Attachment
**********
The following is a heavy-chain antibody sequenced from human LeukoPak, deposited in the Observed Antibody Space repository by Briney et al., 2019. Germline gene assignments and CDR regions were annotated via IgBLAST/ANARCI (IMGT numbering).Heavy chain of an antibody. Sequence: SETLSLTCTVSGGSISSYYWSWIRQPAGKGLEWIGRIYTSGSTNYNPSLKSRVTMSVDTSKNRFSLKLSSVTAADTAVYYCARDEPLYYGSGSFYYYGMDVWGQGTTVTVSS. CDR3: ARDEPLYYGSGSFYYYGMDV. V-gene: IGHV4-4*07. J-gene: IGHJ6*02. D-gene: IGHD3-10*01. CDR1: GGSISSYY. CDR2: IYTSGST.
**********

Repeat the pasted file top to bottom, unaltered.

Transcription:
The following is a heavy-chain antibody sequenced from human LeukoPak, deposited in the Observed Antibody Space repository by Briney et al., 2019. Germline gene assignments and CDR regions were annotated via IgBLAST/ANARCI (IMGT numbering).Heavy chain of an antibody. Sequence: SETLSLTCTVSGGSISSYYWSWIRQPAGKGLEWIGRIYTSGSTNYNPSLKSRVTMSVDTSKNRFSLKLSSVTAADTAVYYCARDEPLYYGSGSFYYYGMDVWGQGTTVTVSS. CDR3: ARDEPLYYGSGSFYYYGMDV. V-gene: IGHV4-4*07. J-gene: IGHJ6*02. D-gene: IGHD3-10*01. CDR1: GGSISSYY. CDR2: IYTSGST.